Turning left from the campsite, we walk for about 2 kilometres to the Moy Estate, famous for its grouse shooting. Not something I agree with in any way. Once past the main estate buildings and the splendid Moy Hall, Tim has an encounter with a goat, who seems very interested in the possibility of free food. We emerge onto the high path on the east side, or top edge, of Loch Moy. It makes a picture-postcard vista, and halfway along we stop to rest and soak up the stunning view over the Isle of Moy.

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2019-05-15 11.48.42A friendly white goat. Loch Moy and the Isle of Moy where the remains of the original laird’s house still stand.

Leaving Loch Moy, we retrace our route through the forest, crossing Dalmacgarry burn back to cross the main road again onto cycle route 7. Easy walking here albeit on the tarmac, we head for Tomatin, and spotting a beer jug symbol on the map look forward to some refreshment.

Tomatin’s famous distillery, which we passed on the way here, with some reluctance, seems to be thriving and, I imagine, is the main source of local employment. We pass under the spectacular rail bridge, turning right onto the main street. It’s a very hot day and we need to stop soon.

The village has a community shop and post office. We are in luck as the shelves are well stocked. Asking where the pub is, we are told it has gone. There is a pattern forming here. So many of the pubs and hotels have closed or simply vanished. This is sad as most used to be where people met and socialised, particularly in remote villages.

Heather, the brave and cheeky one of the group, asks if we can move the picnic table outside out of the sun. We fill our faces with soft drinks, sandwiches, crisps, ice cream and even burgers microwaved in the store. After refilling our water bottles, we head off. It’s great to see a thriving enterprise like this. We need more stores supported and run by the people that use them.

I had been told about the three bridges in Tomatin. We arrive at the first, the Findhorn road bridge. Built in 1926 by engineer Sir Owen Williams, with help from the architect Maxwell Ayrton, it is one of a series along the A9. This is probably the most striking. A little OTT but splendid nevertheless, it replaced a bridge built by Thomas Telford dating from 1833. The photo shows the three bridges from one of the pedestrian refuge arches.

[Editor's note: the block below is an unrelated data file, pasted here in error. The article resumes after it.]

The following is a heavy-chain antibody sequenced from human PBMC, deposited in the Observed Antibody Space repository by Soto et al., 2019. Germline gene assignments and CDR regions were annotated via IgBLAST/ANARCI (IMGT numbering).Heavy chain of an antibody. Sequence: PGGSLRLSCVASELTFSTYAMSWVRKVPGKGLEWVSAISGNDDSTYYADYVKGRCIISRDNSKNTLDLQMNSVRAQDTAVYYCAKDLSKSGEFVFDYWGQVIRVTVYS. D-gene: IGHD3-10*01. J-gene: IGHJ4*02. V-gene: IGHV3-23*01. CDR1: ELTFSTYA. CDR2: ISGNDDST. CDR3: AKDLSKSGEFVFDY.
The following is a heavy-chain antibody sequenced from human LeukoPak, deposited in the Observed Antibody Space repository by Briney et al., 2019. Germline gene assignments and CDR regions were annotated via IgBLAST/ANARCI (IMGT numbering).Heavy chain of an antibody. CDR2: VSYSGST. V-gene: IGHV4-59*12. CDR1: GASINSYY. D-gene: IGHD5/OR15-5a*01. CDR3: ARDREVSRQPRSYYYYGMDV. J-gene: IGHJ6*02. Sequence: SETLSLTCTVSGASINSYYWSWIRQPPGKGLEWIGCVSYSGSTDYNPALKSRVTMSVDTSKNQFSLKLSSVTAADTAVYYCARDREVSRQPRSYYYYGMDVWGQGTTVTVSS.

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fznor_vividThe three Findhorn bridges.  The Owen Williams bridge in the foreground. The railway and new A9 road bridges in the distance.  Arch photo: Dave Glenn Hewitt

Picking up cycle route 7 again, which runs parallel to the A9, we climb to arrive at Slochd Summit at 400m, and finally, the sign as we enter Cairngorms National Park. There is an instant and dramatic change in the scenery as we cross the invisible border.

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2019-05-15 18.47.09Entering the Cairngorms National Park

We arrive shattered at Incharn, mainly due to the heat of the day, which no matter how hydrated you are and how well fed, takes its toll. After a cooling walk along a forest track, we turn into an open field, the barking of dogs on the nearby farm announcing our arrival. A few minutes after we set up, a lone walker appears. It’s Andy Bailey, a fellow Backpacking Club member. He had planned to join us for a few days but we weren’t sure where. He will walk with us to the Fords of Avon, before heading off to Braemar and home.

Distance: 24.6km
Time: 8hrs 48mins
Total ascent: 697m
Max elevation: 409m

TGO 2019 – Off we go…

It’s taken a few months of planning – well, six to be exact, but here I am ready to go.

There have been lots of changes to gear and the way I have packed, with many lessons learned from my TGO18 crossing. It’s not the lightest I’m sure, but a lower base weight and overall average pack weight than before.

Heaviest pack: 22lb (9.9kg) on the first day with 5 days’ food, water and fuel
Base weight: 15.5lb (7kg)
Average full pack: 17lb (7.7kg) with 1.5kg of consumables.

2019-05-08 EverythingThere were a couple of items that didn’t get into the bag.

2019-05-08 Pods.jpgTread Lite Gear Cuben pods for food, clothing, misc items and stove – brilliant!

Using the excellent Treadlite Gear pods and covers, packing has become so easy with everything in its place and, more importantly, where I can find it. I have been lucky to have been sent a sample Silverback 2019 55ltr rucksack from Gossamer Gear to play with on the crossing. Many thanks to Grant and Ken for that – a review will follow soon.

As I have feet like a hobbit, I have chosen Altra Lone Peak 4 trail shoes this year, which was a big decision. I have walked about 50 miles in them and not a hot spot or blister – unlike with boots last year when my toes and feet were trashed! Trail shoes are lighter, dry really quick and allow the toes to spread and move as they were designed to. The ‘boot-trail shoe’ debate will rumble on I know, but this is my choice this year.

2019-05-08 Rucksack and ShoesGossamer Gear Silverback 55 all packed and Altra Lone Peak 4, ready to go.